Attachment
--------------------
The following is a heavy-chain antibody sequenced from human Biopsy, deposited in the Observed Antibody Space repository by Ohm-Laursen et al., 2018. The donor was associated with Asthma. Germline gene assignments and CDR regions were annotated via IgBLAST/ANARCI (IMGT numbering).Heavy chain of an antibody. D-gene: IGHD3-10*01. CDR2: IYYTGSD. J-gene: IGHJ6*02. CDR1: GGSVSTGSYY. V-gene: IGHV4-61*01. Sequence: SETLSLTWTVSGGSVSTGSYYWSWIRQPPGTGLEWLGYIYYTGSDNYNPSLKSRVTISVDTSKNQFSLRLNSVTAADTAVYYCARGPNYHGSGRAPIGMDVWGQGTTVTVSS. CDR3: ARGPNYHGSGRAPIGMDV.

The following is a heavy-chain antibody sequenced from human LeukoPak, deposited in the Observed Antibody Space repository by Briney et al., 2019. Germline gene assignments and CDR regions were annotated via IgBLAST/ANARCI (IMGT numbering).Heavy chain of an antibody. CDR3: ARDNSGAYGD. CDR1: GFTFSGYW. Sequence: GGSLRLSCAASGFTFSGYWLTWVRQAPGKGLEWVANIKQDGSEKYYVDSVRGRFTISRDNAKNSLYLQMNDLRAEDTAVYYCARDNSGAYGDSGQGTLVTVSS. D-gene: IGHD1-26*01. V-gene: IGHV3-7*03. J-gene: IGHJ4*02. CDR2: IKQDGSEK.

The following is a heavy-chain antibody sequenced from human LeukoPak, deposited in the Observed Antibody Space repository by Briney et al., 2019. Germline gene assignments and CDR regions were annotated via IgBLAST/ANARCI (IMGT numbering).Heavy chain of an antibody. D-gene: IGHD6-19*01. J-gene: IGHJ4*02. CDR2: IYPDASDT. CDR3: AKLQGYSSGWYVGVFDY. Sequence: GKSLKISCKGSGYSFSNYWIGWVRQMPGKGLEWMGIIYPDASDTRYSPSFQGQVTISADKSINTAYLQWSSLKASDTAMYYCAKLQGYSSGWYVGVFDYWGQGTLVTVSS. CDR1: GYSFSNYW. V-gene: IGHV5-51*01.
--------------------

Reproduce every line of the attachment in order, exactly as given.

The following is a heavy-chain antibody sequenced from human Biopsy, deposited in the Observed Antibody Space repository by Ohm-Laursen et al., 2018. The donor was associated with Asthma. Germline gene assignments and CDR regions were annotated via IgBLAST/ANARCI (IMGT numbering).Heavy chain of an antibody. D-gene: IGHD3-10*01. CDR2: IYYTGSD. J-gene: IGHJ6*02. CDR1: GGSVSTGSYY. V-gene: IGHV4-61*01. Sequence: SETLSLTWTVSGGSVSTGSYYWSWIRQPPGTGLEWLGYIYYTGSDNYNPSLKSRVTISVDTSKNQFSLRLNSVTAADTAVYYCARGPNYHGSGRAPIGMDVWGQGTTVTVSS. CDR3: ARGPNYHGSGRAPIGMDV.

The following is a heavy-chain antibody sequenced from human LeukoPak, deposited in the Observed Antibody Space repository by Briney et al., 2019. Germline gene assignments and CDR regions were annotated via IgBLAST/ANARCI (IMGT numbering).Heavy chain of an antibody. CDR3: ARDNSGAYGD. CDR1: GFTFSGYW. Sequence: GGSLRLSCAASGFTFSGYWLTWVRQAPGKGLEWVANIKQDGSEKYYVDSVRGRFTISRDNAKNSLYLQMNDLRAEDTAVYYCARDNSGAYGDSGQGTLVTVSS. D-gene: IGHD1-26*01. V-gene: IGHV3-7*03. J-gene: IGHJ4*02. CDR2: IKQDGSEK.

The following is a heavy-chain antibody sequenced from human LeukoPak, deposited in the Observed Antibody Space repository by Briney et al., 2019. Germline gene assignments and CDR regions were annotated via IgBLAST/ANARCI (IMGT numbering).Heavy chain of an antibody. D-gene: IGHD6-19*01. J-gene: IGHJ4*02. CDR2: IYPDASDT. CDR3: AKLQGYSSGWYVGVFDY. Sequence: GKSLKISCKGSGYSFSNYWIGWVRQMPGKGLEWMGIIYPDASDTRYSPSFQGQVTISADKSINTAYLQWSSLKASDTAMYYCAKLQGYSSGWYVGVFDYWGQGTLVTVSS. CDR1: GYSFSNYW. V-gene: IGHV5-51*01.